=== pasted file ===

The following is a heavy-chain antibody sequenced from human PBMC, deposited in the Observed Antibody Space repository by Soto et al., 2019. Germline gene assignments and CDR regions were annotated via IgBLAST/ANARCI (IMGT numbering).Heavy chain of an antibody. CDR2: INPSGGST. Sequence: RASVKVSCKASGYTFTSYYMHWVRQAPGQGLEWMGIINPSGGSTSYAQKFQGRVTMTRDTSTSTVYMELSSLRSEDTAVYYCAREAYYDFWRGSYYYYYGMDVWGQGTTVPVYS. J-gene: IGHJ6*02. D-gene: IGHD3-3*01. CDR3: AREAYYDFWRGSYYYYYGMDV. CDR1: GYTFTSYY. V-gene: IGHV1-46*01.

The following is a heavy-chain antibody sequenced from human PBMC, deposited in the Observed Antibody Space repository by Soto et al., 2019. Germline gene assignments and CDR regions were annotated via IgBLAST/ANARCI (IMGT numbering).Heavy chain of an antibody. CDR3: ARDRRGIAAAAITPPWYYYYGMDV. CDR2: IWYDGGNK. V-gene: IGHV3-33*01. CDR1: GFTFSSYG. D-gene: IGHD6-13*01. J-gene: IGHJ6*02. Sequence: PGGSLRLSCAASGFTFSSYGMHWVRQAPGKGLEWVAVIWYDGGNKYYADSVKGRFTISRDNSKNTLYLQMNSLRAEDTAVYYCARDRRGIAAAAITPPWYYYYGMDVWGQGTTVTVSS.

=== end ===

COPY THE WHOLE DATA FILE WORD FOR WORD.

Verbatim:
The following is a heavy-chain antibody sequenced from human PBMC, deposited in the Observed Antibody Space repository by Soto et al., 2019. Germline gene assignments and CDR regions were annotated via IgBLAST/ANARCI (IMGT numbering).Heavy chain of an antibody. CDR2: INPSGGST. Sequence: RASVKVSCKASGYTFTSYYMHWVRQAPGQGLEWMGIINPSGGSTSYAQKFQGRVTMTRDTSTSTVYMELSSLRSEDTAVYYCAREAYYDFWRGSYYYYYGMDVWGQGTTVPVYS. J-gene: IGHJ6*02. D-gene: IGHD3-3*01. CDR3: AREAYYDFWRGSYYYYYGMDV. CDR1: GYTFTSYY. V-gene: IGHV1-46*01.

The following is a heavy-chain antibody sequenced from human PBMC, deposited in the Observed Antibody Space repository by Soto et al., 2019. Germline gene assignments and CDR regions were annotated via IgBLAST/ANARCI (IMGT numbering).Heavy chain of an antibody. CDR3: ARDRRGIAAAAITPPWYYYYGMDV. CDR2: IWYDGGNK. V-gene: IGHV3-33*01. CDR1: GFTFSSYG. D-gene: IGHD6-13*01. J-gene: IGHJ6*02. Sequence: PGGSLRLSCAASGFTFSSYGMHWVRQAPGKGLEWVAVIWYDGGNKYYADSVKGRFTISRDNSKNTLYLQMNSLRAEDTAVYYCARDRRGIAAAAITPPWYYYYGMDVWGQGTTVTVSS.